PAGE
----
Monday, September 26, 2011

Getting Small

So the Big Shrink will take place as we cash in our "peace" dividend while we are still at war (but I guess if you can define Libya as not a war, nothing is beyond assuming):

The Army is preparing to launch in March a five-year, nearly 50,000-soldier drawdown, using a combination of accession cuts and voluntary and involuntary separations, similar to the post-Cold War drawdown of the 1990s, according to Lt. Gen. Thomas P. Bostick, service personnel chief.

Bostick, the Army G-1, said the pending drawdown initially will focus on the temporary 22,000-soldier increase launched three years ago to support the Afghanistan troop surge.

These soldiers can be removed from the force primarily through offsets in accessions and retention, sources say.

The second phase of the drawdown involves 27,000 soldier spaces that were added to end strength during the Grow the Army program, leaving the service with 520,400 active-duty soldiers on Sept. 30, 2016.

The Army chief of staff (Odierno) has said that the Army will probably keep going past that floor, anticipating further budget cuts, it seems.

Before 9/11, I think the Army was down to 470,000, or so. Then, Army units were understrength. Keeping the Army at 520,000 probably just allows us to fully man the force structure of that era's Army.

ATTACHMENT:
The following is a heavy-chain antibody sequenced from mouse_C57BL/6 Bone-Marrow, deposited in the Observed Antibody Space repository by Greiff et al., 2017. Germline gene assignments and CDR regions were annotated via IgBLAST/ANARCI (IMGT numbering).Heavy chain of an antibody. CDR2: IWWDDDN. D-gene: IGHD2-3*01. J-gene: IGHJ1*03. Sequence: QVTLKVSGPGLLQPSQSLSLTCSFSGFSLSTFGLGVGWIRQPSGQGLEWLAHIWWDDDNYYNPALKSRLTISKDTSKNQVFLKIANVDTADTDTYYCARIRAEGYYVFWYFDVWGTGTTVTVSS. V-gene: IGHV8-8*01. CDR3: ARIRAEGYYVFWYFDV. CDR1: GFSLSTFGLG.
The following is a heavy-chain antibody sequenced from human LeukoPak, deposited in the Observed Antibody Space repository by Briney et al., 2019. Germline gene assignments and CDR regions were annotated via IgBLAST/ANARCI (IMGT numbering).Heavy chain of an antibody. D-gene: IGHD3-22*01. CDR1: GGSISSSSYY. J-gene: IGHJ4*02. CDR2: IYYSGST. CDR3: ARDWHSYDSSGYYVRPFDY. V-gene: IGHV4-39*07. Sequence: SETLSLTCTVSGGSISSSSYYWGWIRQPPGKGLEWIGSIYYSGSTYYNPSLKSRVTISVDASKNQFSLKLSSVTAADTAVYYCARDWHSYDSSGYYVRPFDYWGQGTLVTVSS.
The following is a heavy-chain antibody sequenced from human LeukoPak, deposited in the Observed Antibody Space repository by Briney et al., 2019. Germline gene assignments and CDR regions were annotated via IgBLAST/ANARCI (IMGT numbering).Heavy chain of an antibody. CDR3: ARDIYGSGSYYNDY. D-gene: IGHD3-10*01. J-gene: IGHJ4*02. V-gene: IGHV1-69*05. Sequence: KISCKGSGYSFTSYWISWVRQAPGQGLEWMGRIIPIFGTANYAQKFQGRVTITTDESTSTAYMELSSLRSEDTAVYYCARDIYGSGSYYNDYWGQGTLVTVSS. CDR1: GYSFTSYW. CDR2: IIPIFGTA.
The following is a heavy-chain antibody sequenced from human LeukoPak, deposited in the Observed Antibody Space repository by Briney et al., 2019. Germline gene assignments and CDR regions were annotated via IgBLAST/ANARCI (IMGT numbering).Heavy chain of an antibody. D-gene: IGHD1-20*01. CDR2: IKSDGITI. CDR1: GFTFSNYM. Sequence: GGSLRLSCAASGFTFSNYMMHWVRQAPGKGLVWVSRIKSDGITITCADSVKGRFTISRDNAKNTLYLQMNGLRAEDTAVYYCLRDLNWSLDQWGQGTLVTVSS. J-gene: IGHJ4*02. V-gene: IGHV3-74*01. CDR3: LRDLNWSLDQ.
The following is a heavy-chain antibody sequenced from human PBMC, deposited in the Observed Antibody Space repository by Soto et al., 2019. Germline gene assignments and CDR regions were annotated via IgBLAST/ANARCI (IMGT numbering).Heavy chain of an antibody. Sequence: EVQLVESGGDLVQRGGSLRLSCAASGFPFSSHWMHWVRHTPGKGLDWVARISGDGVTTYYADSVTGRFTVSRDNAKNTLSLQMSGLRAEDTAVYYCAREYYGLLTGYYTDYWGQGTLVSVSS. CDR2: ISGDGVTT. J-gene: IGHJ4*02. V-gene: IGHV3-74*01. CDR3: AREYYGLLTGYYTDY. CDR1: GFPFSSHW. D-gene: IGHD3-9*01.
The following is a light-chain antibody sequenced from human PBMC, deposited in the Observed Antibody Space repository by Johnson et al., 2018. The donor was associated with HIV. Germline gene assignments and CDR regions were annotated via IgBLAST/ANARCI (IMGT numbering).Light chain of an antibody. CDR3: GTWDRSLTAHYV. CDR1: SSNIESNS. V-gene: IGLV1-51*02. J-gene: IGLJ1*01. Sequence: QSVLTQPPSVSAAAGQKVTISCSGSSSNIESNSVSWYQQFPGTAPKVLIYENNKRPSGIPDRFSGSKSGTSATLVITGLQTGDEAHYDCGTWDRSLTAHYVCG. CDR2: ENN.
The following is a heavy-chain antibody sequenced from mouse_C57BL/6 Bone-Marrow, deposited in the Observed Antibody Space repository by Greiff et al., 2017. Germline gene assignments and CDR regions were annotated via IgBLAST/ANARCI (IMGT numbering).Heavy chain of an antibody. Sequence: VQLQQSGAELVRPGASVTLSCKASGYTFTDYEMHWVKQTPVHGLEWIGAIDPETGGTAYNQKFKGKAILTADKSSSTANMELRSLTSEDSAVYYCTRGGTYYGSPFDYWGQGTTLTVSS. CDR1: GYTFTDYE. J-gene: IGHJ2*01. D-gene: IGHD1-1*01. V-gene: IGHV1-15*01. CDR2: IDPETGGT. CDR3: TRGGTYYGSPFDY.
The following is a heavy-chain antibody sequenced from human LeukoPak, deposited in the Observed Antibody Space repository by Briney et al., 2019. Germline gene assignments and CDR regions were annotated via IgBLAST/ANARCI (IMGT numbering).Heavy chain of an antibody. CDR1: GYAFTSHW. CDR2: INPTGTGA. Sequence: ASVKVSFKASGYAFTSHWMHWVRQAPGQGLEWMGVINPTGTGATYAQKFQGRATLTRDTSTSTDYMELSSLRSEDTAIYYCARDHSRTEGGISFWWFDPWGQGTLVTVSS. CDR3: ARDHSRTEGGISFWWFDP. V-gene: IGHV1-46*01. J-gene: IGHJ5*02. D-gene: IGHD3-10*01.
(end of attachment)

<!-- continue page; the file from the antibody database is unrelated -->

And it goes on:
But what of the force structure? The article doesn't say. This one speaks of cutting 10 of the Army's 45 active duty brigade combat teams:

The Army has announced plans to reduce its end strength by 27,000 starting in 2015 and cut by 2012 the temporary 22,000-soldier increase that started in 2009 for the Afghanistan surge.

Subtracting 10 BCTs would fall in line with this plan, said the official, who asked to remain anonymous since discussions are ongoing.

BCT cuts may be more strategic than financial. Army Chief of Staff Gen. Martin Dempsey, soon to be chairman of the Joint Chiefs of Staff, studied the idea when he ran Training and Doctrine Command. He ordered a study that found the Army could benefit from adding maneuver units and expanding BCTs while cutting 10 from the total number.

But cutting might not be from the reductions in surge-related expansion. That might be the result of further cuts than those planned already.

Also, the Army might decide to restore a third line battalion to our brigades, which now have two line battalions (of 4 companies each rather than 3) and a small recon squadron to call in fire missions (that is not like the old armored cavalry units that could fight and scout). So reducing brigades might be done to provide the troops to enlarge the remaining brigades. Remember that we had 33 active brigades (not counting the Ranger regiment) before 9/11. Each of those had three battalions. So we'll have an organizational debate while we shrink the Army.

Another interesting angle is that I suspect that we will continue to see large numbers of Army reservists (in the Guard and Reserves) mobilized to supplement the active force even as the active force is reduced. Reservists are cheaper, in America are pretty darned good (especially combat support and service support), and are geared to being an "operational" reserve that is routinely called up rather than a "strategic" reserve of being called up in extreme national emergencies.

Our Army survived the stresses of Iraq without breaking. Instead, our Army learned a lot and is now a combat-proven and confident force. It would be a crime to break the Army on budget cuts when enemies trying their best failed to do that.